Indexes sold off quite sharply early in Monday’s session as a very bad export number out of China raised worries about global growth, but the conditioned dip buyer ran in after the morning selling and took stocks to nearly unchanged by the close. The S&P 500 fell 0.05% and the NASDAQ 0.04%. If you haven’t already heard, Sunday was the 5 year anniversary of the bull market bottom (March 9, 2009).
China’s exports unexpectedly tumbled 18.1 percent in February, against expectations for a 6.8 percent rise, swinging the trade balance into deficit and adding to fears of a slowdown in the world’s second-largest economy.
We saw the NASDAQ again pull back to its 10 day moving average and bounce while the S&P 500 did not even fall that far.
It is worth noting that the NYSE McClellan Oscillator went negative today for the first time in quite a while. Generally we want this to remain positive during bullish moves. It might be warning of some potential degradation coming as breadth narrows.
Facebook (FB) was an outlier today after UBS raised its price target on the online social media giant to $90, from $72.
We mentioned the housing stocks early last week in a potential bullish flag but that has become a bit unwound the past few sessions.
One name just for fun today is Plug Power (PLUG) – this is a fuel cell company that was a momentum favorite over half a decade ago, which just announced some news with Walmart. You can see its performance and volume explosion as it has come back to the radar of traders… pretty funny actually to see old names like this recycled as flavors of the day.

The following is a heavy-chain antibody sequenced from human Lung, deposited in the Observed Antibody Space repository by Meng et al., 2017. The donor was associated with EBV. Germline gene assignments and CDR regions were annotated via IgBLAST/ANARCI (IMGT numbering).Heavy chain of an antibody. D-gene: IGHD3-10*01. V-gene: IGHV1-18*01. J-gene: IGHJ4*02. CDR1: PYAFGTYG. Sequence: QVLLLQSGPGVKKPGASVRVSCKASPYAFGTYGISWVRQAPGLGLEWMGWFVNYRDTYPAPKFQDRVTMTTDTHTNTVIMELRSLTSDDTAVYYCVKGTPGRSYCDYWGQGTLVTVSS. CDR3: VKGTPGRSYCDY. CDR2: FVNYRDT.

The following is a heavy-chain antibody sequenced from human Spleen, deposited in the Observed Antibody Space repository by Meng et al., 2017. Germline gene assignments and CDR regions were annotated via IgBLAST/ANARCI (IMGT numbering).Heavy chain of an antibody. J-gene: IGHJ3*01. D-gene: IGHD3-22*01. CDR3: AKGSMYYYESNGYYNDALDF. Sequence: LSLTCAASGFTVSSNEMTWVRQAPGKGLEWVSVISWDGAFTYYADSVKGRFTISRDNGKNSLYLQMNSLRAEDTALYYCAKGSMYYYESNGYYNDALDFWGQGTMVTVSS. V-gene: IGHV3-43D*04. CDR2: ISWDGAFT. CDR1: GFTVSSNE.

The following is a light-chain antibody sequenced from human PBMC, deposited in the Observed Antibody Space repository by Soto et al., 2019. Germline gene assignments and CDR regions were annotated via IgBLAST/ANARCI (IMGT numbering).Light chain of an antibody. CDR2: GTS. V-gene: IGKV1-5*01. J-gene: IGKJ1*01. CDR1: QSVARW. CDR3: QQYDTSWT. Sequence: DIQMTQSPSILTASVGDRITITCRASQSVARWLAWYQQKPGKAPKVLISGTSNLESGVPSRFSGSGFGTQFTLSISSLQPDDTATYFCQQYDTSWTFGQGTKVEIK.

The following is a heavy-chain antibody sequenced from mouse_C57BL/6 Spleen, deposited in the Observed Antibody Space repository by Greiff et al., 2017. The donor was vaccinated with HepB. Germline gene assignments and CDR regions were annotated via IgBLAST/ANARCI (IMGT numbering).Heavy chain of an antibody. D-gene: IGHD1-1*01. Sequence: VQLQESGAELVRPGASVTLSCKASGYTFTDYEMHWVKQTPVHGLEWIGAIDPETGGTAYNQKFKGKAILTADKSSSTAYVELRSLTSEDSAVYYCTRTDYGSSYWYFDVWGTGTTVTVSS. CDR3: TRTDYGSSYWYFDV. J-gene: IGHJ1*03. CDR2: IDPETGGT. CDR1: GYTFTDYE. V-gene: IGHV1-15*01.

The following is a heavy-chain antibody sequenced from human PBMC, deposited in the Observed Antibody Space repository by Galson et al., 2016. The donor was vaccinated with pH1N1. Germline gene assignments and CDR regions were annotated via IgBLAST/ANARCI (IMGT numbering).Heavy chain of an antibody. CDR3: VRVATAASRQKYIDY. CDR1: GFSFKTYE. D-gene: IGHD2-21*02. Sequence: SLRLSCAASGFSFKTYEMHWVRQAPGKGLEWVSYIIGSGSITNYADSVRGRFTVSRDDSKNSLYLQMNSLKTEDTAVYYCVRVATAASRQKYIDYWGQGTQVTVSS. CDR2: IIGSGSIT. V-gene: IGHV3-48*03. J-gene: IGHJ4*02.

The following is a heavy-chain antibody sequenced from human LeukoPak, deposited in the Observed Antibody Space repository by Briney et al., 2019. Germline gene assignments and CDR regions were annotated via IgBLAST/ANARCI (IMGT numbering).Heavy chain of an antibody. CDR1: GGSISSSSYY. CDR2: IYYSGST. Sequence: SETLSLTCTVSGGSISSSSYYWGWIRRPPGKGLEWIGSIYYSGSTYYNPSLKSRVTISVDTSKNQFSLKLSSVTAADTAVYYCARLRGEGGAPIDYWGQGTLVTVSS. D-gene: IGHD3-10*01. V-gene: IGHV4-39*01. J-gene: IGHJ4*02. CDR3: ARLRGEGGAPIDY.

One item for the longer term to keep in mind is IPO issuance. Much like margin debt it can show at the margin frothiness in the market. We are now seeing levels last seen in 2007 and 2000, the last 2 market peaks.
In a scramble reminiscent of the 1990s Internet heyday, companies are going public at the fastest pace in years, hoping to take advantage of booming share prices and investor demand while they last. In the first two months of this year, 42 companies went public in the U.S., raising $8.3 billion and tying 2007 for the busiest start to a year for initial public offerings since 2000. In some respects, the IPO market is even hotter now than it was in 2007, on the eve of the financial crisis and, like 2000, a year in which the stock market peaked. By one key measure, investors are bidding more aggressively for newly minted shares this year than they have in more than a decade, paying a median 14.5 times annual sales, compared with six times in 2007. So far this year, nearly three-quarters of companies that have gone public are unprofitable.